And so Keith threw up his hands and watched as the party borrowed a friends truck, packed up its stuff and moved out on him, taking some of his books and CD's and that little donkey figurine that they picked up at Kings speech in DC ("we'll always have DC..."), while Keith yelled at the closed door, "You'll come crawling back to me. You'll see. You just wait and see.....Don't go.....I love you." (cue "She's Out of My Life")

    So how is Keith adapting to being free of the old ball and chain? Well he timed his little coming out party to coincide with the launch of his...blog.

    Now you would think that someone who has been a "card-carrying liberal" would not exactly jump into the deep end on their first day swimming, but with so much competition from such well-established "Hey, where'd the party go?" ex-liberals such as Roger Simon and Michael Totten, Keith decided to make a splash with one of the more lunk-headed strawman arguments this side of Power Line. Enjoy:

    Today's lesson is called "Fun with Scenarios."

    Assume a Democratic president — perhaps John Kerry. Let's say that, on the strength of his personality and his powerful narrative rendering of what should have happened at Torra Borra(sic) but didn't, Kerry got to the White House with a big enough margin to return leadership of the Senate and House to Harry Reid and Nancy Pelosi.

    Say Reid controls the Senate by 55 votes. The people of Searchlight, Nevada, are justifiably proud of their native son. (Kerry's victory wasn't enough to save Tom Daischle.(sic))

    So President Kerry offers this short list of six candidates to fill as many seats on the federal judiciary: Gloria Alred(sic), James Carville, Susan Estrich, Laurance(sic) Tribe, Julian Bond, Alan Dershowitz, and Elizabeth Birch (former head of the gay and lesbian advocacy group, the Human Rights Campaign).

    In addition, suppose cries of "Don't be greedy," "Let's compromise," "We'll vote yes on the 3 least liberal nominees" were to go up from: Orrin Hatch, Rick Santorum, Bill Frist, John Kyle(sic), and Kay Bailey Hutchison — all of whom threatened to filibuster the nomination process, in the name of "simple fairness."

    Given that scenario, do you think we could expect to hear ringing defenses of the filibuster from Ted Kennedy, Barbara Boxer, Dianne Feinstein, Chuck Schumer, Chris Dodd, and Carl Levin? Or do you suppose they would be leading the charge against the filibuster as a "procedural gimmick being used by obstructionists to deny the judicial candidates their right to an up or down vote?"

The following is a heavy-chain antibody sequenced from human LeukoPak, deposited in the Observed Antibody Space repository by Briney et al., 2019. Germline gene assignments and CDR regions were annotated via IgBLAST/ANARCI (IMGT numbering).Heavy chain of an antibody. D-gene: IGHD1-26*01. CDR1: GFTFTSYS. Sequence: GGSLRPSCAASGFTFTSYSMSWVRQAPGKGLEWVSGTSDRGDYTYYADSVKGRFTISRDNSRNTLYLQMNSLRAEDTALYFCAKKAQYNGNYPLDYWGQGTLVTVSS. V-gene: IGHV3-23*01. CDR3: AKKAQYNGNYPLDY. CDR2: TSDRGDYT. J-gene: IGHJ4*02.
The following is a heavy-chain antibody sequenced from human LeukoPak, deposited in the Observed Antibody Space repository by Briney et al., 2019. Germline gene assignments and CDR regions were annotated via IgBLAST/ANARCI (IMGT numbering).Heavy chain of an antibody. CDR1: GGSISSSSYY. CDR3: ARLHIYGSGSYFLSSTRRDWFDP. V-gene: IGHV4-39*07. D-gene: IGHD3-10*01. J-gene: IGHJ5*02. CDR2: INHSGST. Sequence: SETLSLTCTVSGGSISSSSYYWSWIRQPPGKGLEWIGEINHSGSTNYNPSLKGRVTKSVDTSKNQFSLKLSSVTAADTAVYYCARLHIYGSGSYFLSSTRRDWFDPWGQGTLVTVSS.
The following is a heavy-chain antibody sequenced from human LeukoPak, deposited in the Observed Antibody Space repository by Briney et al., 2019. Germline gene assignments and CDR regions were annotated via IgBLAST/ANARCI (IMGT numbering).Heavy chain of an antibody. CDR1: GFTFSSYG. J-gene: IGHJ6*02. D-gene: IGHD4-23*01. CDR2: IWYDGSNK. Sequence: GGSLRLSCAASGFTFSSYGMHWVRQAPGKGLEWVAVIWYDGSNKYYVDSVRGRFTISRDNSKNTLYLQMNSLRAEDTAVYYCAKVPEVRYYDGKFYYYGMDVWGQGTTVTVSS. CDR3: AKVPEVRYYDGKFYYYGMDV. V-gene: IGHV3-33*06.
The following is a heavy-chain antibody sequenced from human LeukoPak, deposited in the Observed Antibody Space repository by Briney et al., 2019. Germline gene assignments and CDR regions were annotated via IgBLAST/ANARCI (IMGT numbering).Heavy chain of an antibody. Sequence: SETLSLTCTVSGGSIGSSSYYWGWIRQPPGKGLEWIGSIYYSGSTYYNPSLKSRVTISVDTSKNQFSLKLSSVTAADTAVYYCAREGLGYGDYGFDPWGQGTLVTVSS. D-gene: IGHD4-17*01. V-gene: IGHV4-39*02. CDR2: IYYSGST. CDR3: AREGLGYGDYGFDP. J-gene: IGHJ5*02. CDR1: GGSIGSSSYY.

Just asking.

    Wow. He really took to it like a fly to shit. Kudos. But we really shouldn't be too surprised at how naturally that all came out, after all, when he wrote about himself he did say that:

    In 1992, he surprised (and appalled) many of his self-styled progressive pals by doing an impression of Sen. Ted Kennedy on Rush Limbaugh’s radio show. Two years later, he hosted a weekend talk-radio host at a Santa Cruz radio station.

    So I'm guessing the party may have left him a long time ago over his dalliance with Limbaugh, but since he's been busy working on his book, he just now found the note on the pillow.

    Cue "She's Gone".

    (Added: We see that Keith has started marketing himself in the appropriate venues. It's good to see that Power Line has a new pet rock)

    (Added even later): I love this from Keith's blog. He sends the link to Power Line and others (AKA "blogwhoring") and then writes this:

    So — I write an essay called Leaving the Left, and what happens? I hear from lots-o-peeps — several hundred. From far and wide. It is hard to describe the richness and, let me say, the beauty of the vast majority of the responses that showed up in my in-box today. The predominant theme: Welcome Home. "We left the light on for you," said one writer.

    Because the piece got picked up by several right-of-center online publications, it's not surprising that my musings got a decided thumbs-up.

    Leaving aside the ridiculousness of a fifty-one year-old man using "peeps", he points out that his piece got "picked up" by the "right-of-center on-line publications" (which is apparently what the kids are calling blogs these days when talking to their "peeps" or their "boyz") and he makes it sound as if it was Kismet and not a classic example of Advertisements for Myself that was the reason why he popped up all over Right Wing Blogistan today.

    You know, anyone will eventually get some action if they hang out on a corner long enough and tell every passerby, "Blow you for a nickel.".